This Basil wasn’t Fawlty

Last year at this time of the year we were suffering a heat wave, so much so that the orto struggled. My tomatoes were burnt off by blazing sun, the cucumber ran to seed and everything suffered apart from the pumpkins. This year is a much different story, the weather has been kinder, we’ve had oodles of early summer rain and things are flourishing.

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I’ve already picked several courgettes and cucumbers and my tomatoes are putting on some good growth, so there’ll be plenty of passata made this year. Confidence in the harvest can be seen everywhere. Piero at our local restaurant has a sign up advertising his tomatoes for sale; Well he does have over 3,000 plants.

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Once again my pumpkins have got off to a good start with them taking over the orto like something from a 1950’s B movie, they’ve swamped the butternut squash, but I think that’ll do it some good as it doesn’t like it too hot. I’m pleased that I took advice to dig up my Scotch Bonnets and put them in a pot. They’ve over wintered really well and now have lots of small fiery chillies coming. The French beans are doing their thing in a small bed and I’ve a handful of cabbages growing merrily away.

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The thing I’ve been really pleased with is the Italian basil. Over the past few years I’ve tried all sorts of basil and it either takes forever to germinate and grows into spindly little plants or just sits beneath the surface refusing to pop up. I had purple basil a couple of years ago and it was disappointing, as was many other varieties. But this year I bought a packet of Italian basil seeds and hey presto they were poking out of the soil in days and so far I’ve already cropped 4 bags full and am storing it in the freezer.

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I’ll be cropping again today, cutting it back quite harshly, but there’s no need to worry as it’ll send out side shoots and very soon there’ll be more basil for caprese salads and chopping up and adding to passata. Because of the risk of botulism I don’t make infused basil oil and store it in the cupboard, what I do is make it fresh, by heating basil leaves in oil and then letting it go cold and using it that day.

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Freezing is a good way to store basil, chop and wash then pat dry and freeze in a plastic bag, a day or so later crush the contents in the bag and you have flaked basil ready to add frozen to sauces later in the year. Maybe I’ll have a go at turning the next cropping into basil jelly.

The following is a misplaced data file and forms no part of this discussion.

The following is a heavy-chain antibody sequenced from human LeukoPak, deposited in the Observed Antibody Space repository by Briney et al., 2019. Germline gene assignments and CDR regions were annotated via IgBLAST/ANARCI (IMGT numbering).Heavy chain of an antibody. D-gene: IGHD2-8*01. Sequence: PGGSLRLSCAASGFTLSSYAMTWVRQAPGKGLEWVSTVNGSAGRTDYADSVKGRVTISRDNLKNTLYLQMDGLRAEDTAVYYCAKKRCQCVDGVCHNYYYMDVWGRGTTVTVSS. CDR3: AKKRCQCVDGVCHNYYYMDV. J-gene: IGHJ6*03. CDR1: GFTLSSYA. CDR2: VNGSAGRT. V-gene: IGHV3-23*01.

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As a extra note having had 2 messages from non UK people thinking I’d spelt ‘Faulty’ incorrect. Fawlty was a UK named hotel owner in a British TV comedy series played by John Cleese.

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Shy Vegetables

The dogs are outside playing with a tennis ball they’ve shredded playing Tug of War I sit watching as I enjoy a cool iced lemon tea. The iPod shuffles and, Kids in America by Kim Wilde plays as a huge dragonfly skips over the pumpkin flowers that are in bloom. I glance over and spot a swollen fruit amid the orange flowers, I’m sure there was no burgeoning pumpkin there yesterday. One thing about growing vegetables here in Italy, is they seem to appear overnight, especially the courgettes (zucchini). I’m sure the courgette is a shy vegetable, because you spot the flowers and in amongst the huge leaves you see a tiny green fruit and no matter how often you check nothing seems to happen then one morning you just happen to notice a great, green baton sticking out, as if it’s swollen overnight.

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I’m particularly pleased with my tomatoes, I’ve only planted two plants this year; a bush variety that produces the typical long Italian fruit, known in the UK as plum tomatoes. For a while due to the cool spring they didn’t do very much, but now that the weather has been good both bushes are laden with fat fruits, that have only just started to redden. This year I won’t have enough to make passata, but I’ll have steady supply for salads and home-made pasta sauces. I may even combine them with some of my sundried chillies and store some pots of arrabiata sauce in the freezer, for a winter warmer later in the year.

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I have been harvesting basil as it’s been flourishing and have frozen it, although the leaf tends to darken during freezing and once defrosted looks dreadful it still tastes good in sauces. I’ve been very disappointed with the purple basil I’ve sown. It’s been very slow growing and hardly any of them have flourished into productive, bushy plants. The two things I’m looking forward to harvesting are the figs from the huge tree outside and the pomegranates that are swelling upon a bush we have inherited. Once the house is complete we shall begin work on restoring our land from a unproductive tangle of green into a fully functioning orto/allotment that will cater for most of our fruit and vegetable requirements throughout the year. Michele has already given me the benefit of his advice regarding the sowing of fava (broad) beans and I wonder, as cabbages do so well here, will Brussels sprouts hack it in the Italian countryside?